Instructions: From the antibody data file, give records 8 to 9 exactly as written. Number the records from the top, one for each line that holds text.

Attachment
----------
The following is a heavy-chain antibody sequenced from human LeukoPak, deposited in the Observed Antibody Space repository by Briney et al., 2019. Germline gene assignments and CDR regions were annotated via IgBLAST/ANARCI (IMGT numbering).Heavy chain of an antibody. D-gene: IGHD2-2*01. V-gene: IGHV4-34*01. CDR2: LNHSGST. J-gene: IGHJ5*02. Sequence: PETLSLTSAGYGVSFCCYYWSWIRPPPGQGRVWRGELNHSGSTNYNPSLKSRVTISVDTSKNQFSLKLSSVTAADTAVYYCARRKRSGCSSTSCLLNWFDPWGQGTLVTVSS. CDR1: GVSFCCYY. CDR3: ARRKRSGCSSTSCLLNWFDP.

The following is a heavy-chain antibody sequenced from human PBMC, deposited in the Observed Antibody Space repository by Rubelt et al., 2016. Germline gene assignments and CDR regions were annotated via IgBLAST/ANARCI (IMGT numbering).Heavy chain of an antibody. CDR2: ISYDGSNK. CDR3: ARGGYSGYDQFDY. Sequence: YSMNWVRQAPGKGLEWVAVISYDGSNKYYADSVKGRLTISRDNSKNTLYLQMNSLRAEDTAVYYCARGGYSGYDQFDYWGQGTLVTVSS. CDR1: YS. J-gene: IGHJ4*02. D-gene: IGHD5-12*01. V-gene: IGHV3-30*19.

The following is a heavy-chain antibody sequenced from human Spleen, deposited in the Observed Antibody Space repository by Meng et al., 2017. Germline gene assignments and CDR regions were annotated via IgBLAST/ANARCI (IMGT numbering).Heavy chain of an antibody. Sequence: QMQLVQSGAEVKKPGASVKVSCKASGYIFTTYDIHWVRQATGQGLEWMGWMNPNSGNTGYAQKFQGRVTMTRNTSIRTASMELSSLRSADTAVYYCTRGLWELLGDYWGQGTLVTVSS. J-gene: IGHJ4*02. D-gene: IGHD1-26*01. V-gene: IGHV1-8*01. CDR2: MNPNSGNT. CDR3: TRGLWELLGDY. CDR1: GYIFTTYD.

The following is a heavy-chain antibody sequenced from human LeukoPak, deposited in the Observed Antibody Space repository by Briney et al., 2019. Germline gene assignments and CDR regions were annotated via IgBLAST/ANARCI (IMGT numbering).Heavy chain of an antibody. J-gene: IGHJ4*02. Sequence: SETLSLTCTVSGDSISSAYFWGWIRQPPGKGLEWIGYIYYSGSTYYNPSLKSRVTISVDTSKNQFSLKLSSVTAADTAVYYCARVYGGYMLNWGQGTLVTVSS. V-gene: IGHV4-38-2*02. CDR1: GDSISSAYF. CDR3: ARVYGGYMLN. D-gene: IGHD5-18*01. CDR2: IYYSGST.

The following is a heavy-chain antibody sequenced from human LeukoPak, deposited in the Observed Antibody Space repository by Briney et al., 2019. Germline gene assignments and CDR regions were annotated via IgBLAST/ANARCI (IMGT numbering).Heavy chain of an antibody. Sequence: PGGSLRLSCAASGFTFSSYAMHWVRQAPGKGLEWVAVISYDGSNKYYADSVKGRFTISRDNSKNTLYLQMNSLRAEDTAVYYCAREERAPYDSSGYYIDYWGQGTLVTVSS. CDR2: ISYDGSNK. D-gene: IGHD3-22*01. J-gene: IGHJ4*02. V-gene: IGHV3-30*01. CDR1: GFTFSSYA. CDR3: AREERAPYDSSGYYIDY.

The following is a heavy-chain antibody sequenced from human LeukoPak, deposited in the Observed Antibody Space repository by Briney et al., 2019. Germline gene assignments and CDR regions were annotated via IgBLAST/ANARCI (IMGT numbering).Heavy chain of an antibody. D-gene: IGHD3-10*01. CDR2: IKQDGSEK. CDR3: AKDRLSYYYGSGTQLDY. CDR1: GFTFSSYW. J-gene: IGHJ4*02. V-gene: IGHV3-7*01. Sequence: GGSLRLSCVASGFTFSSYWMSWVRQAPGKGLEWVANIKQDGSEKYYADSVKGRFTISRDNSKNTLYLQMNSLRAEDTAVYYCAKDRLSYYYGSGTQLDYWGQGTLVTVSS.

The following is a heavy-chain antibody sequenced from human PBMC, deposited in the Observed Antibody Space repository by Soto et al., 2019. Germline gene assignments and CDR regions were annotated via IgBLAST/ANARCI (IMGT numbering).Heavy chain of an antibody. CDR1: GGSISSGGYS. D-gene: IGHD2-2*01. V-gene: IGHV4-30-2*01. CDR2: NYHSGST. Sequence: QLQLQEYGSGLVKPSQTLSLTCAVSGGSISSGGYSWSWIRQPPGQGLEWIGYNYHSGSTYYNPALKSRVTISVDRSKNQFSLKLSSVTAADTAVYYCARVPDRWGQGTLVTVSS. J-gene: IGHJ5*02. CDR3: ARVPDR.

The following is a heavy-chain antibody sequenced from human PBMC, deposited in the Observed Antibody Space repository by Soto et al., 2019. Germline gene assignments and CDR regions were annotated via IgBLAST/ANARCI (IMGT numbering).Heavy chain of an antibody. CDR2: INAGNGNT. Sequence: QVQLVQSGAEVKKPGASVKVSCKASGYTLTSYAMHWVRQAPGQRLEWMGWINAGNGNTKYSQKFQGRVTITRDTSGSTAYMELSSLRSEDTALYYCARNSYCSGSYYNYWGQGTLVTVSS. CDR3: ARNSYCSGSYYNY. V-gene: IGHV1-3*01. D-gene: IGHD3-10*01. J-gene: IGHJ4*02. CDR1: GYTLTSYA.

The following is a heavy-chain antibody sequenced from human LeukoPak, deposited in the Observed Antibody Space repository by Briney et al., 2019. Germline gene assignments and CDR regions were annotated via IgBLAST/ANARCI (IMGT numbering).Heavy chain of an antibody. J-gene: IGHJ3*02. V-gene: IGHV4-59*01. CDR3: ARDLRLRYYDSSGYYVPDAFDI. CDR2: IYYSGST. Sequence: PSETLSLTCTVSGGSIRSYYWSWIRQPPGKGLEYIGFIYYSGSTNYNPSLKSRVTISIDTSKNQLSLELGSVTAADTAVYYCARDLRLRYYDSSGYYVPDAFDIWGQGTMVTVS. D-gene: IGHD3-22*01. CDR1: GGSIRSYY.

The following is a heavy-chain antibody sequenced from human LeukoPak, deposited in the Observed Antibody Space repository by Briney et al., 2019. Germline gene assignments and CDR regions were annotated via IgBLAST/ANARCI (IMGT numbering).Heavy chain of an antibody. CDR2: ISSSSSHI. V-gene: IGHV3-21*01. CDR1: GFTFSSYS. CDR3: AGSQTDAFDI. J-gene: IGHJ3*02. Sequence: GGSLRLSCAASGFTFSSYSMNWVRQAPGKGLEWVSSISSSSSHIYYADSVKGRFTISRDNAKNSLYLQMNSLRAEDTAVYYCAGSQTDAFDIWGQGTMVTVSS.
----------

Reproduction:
The following is a heavy-chain antibody sequenced from human PBMC, deposited in the Observed Antibody Space repository by Soto et al., 2019. Germline gene assignments and CDR regions were annotated via IgBLAST/ANARCI (IMGT numbering).Heavy chain of an antibody. CDR2: INAGNGNT. Sequence: QVQLVQSGAEVKKPGASVKVSCKASGYTLTSYAMHWVRQAPGQRLEWMGWINAGNGNTKYSQKFQGRVTITRDTSGSTAYMELSSLRSEDTALYYCARNSYCSGSYYNYWGQGTLVTVSS. CDR3: ARNSYCSGSYYNY. V-gene: IGHV1-3*01. D-gene: IGHD3-10*01. J-gene: IGHJ4*02. CDR1: GYTLTSYA.

The following is a heavy-chain antibody sequenced from human LeukoPak, deposited in the Observed Antibody Space repository by Briney et al., 2019. Germline gene assignments and CDR regions were annotated via IgBLAST/ANARCI (IMGT numbering).Heavy chain of an antibody. J-gene: IGHJ3*02. V-gene: IGHV4-59*01. CDR3: ARDLRLRYYDSSGYYVPDAFDI. CDR2: IYYSGST. Sequence: PSETLSLTCTVSGGSIRSYYWSWIRQPPGKGLEYIGFIYYSGSTNYNPSLKSRVTISIDTSKNQLSLELGSVTAADTAVYYCARDLRLRYYDSSGYYVPDAFDIWGQGTMVTVS. D-gene: IGHD3-22*01. CDR1: GGSIRSYY.